Life And Letters Of Maria Edgeworth/Volume 2/Letter 35
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Volume 2/Letter 35
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To MRS. O'BEIRNE.
BLACK CASTLE, Jan. 15, 1823.
We are delighted with Peveril, though there is too much of the dwarfs and the elfie. Scott cannot deny himself one of these spirits in some shape or other; I hope that we shall find that this elfin page, who has the power of shrinking or expanding, as it seems, to suit the occasion, is made really necessary to the story. I think the dwarf more allowable and better drawn than the page, true to history, and consistent; but Finella is sometimes handsome enough to make duke and king ready to be in love with her, and sometimes an odious little fury, clenching her hands, and to be lifted up or down stairs out of the hero's way. The indistinctness about her is not that indistinctness which belongs to the sublime, but that which arises from unsteadiness in the painter's hand when he sketched the figure. He touched and retouched at different times, without having, as it seems, a determined idea himself of what he would make her; nor had he settled whether she should bring with her "airs from heaven," or blasts from that place which is never named to ears polite.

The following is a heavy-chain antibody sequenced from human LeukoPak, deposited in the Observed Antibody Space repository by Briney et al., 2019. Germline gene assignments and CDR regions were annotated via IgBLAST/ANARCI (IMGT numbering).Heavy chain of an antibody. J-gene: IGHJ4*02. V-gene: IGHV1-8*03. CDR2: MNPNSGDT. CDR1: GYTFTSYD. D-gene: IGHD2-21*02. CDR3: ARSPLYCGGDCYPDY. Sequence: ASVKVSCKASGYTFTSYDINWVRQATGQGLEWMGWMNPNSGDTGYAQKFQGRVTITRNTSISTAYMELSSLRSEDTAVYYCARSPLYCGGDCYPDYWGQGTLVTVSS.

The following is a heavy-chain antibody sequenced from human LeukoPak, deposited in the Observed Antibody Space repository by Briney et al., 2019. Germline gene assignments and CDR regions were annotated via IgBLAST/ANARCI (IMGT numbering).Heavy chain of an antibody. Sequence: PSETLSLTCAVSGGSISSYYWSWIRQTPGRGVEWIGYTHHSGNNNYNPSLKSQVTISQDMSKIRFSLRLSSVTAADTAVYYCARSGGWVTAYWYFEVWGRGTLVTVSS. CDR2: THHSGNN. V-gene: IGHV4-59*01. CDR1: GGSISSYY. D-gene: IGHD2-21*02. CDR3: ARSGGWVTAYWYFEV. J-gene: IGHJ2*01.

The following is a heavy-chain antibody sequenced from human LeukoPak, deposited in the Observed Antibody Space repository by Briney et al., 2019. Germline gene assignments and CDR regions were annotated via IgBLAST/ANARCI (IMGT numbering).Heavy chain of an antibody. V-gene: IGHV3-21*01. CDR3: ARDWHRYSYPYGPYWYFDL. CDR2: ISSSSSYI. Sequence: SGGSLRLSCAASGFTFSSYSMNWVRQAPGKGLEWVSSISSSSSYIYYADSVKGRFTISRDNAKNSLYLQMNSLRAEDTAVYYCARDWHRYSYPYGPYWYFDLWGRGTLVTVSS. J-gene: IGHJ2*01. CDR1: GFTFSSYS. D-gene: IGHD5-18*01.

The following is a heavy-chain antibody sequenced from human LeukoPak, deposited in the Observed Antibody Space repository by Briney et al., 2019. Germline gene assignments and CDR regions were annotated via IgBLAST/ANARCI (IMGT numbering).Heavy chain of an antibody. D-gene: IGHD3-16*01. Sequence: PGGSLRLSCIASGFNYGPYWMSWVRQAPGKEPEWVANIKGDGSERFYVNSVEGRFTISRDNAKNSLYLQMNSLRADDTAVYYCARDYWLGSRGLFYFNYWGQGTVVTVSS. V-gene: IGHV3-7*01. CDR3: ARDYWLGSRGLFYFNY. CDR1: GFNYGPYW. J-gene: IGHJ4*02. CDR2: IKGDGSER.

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In May 1823 Miss Edgeworth took her half-sisters Harriet and Sophy to Scotland. It was a very happy time to her, chiefly because there she made an acquaintance with Sir Walter Scott, which soon ripened into an intimate and lasting friendship. He had already admired her stories, which he spoke of as "a sort of essence of common sense."